Showing 1 - 25 of 157 results
Single Amino Acid Mutation Decouples Photochemistry of the BLUF Domain from the Enzymatic Function of OaPAC and Drives the Enzyme to a Switched-on State.
Photoactivated adenylate cyclases (PACs) are light-activated enzymes that combine a BLUF (blue-light using flavin) domain and an adenylate cyclase domain that are able to increase the levels of the important second messenger cAMP (cyclic adenosine monophosphate) upon blue-light excitation. The light-induced changes in the BLUF domain are transduced to the adenylate cyclase domain via a mechanism that has not yet been established. One critical residue in the photoactivation mechanism of BLUF domains, present in the vicinity of the flavin is the glutamine amino acid close to the N5 of the flavin. The role of this residue has been investigated extensively both experimentally and theoretically. However, its role in the activity of the photoactivated adenylate cyclase, OaPAC has never been addressed. In this work, we applied ultrafast transient visible and infrared spectroscopies to study the photochemistry of the Q48E OaPAC mutant. This mutation altered the primary electron transfer process and switched the enzyme into a permanent 'on' state, able to increase the cAMP levels under dark conditions compared to the cAMP levels of the dark-adapted state of the wild-type OaPAC. Differential scanning calorimetry measurements point to a less compact structure for the Q48E OaPAC mutant. The ensemble of these findings provide insight into the important elements in PACs and how their fine tuning may help in the design of optogenetic devices.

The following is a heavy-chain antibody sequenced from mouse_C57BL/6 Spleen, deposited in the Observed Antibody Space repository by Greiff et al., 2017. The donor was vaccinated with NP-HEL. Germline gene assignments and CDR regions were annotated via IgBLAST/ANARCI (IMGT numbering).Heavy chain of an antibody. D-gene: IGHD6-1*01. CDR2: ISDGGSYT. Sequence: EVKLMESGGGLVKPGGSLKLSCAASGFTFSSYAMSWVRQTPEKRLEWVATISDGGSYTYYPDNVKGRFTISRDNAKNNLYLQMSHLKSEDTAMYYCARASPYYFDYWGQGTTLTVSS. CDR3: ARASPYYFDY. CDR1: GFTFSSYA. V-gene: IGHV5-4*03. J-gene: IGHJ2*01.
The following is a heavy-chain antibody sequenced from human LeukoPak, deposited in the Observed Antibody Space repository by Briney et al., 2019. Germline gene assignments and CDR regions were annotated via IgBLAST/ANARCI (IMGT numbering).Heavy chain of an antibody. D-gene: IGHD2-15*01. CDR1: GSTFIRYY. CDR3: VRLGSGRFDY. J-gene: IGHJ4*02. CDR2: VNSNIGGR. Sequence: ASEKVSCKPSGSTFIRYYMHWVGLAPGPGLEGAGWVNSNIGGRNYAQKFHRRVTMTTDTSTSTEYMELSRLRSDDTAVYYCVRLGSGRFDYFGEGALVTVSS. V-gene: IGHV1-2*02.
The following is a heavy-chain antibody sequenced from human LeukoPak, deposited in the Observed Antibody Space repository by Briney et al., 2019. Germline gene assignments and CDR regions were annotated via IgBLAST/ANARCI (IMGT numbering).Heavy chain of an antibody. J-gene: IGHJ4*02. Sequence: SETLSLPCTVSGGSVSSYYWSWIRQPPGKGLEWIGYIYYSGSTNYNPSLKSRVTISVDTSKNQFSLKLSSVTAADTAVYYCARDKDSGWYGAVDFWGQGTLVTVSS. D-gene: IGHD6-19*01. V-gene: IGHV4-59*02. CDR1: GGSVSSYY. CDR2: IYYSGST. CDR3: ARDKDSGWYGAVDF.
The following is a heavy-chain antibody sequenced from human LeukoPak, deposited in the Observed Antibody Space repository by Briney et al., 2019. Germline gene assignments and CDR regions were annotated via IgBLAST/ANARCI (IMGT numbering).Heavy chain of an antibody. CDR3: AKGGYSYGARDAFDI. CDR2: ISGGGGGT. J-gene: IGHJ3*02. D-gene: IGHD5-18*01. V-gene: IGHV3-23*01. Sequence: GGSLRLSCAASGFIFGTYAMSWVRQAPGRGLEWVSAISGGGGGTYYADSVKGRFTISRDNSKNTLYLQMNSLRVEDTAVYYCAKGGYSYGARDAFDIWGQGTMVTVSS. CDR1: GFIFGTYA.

Current Trends of Bacterial and Fungal Optoproteins for Novel Optical Applications.
Photoproteins, luminescent proteins or optoproteins are a kind of light-response protein responsible for the conversion of light into biochemical energy that is used by some bacteria or fungi to regulate specific biological processes. Within these specific proteins, there are groups such as the photoreceptors that respond to a given light wavelength and generate reactions susceptible to being used for the development of high-novel applications, such as the optocontrol of metabolic pathways. Photoswitchable proteins play important roles during the development of new materials due to their capacity to change their conformational structure by providing/eliminating a specific light stimulus. Additionally, there are bioluminescent proteins that produce light during a heatless chemical reaction and are useful to be employed as biomarkers in several fields such as imaging, cell biology, disease tracking and pollutant detection. The classification of these optoproteins from bacteria and fungi as photoreceptors or photoresponse elements according to the excitation-emission spectrum (UV-Vis-IR), as well as their potential use in novel applications, is addressed in this article by providing a structured scheme for this broad area of knowledge.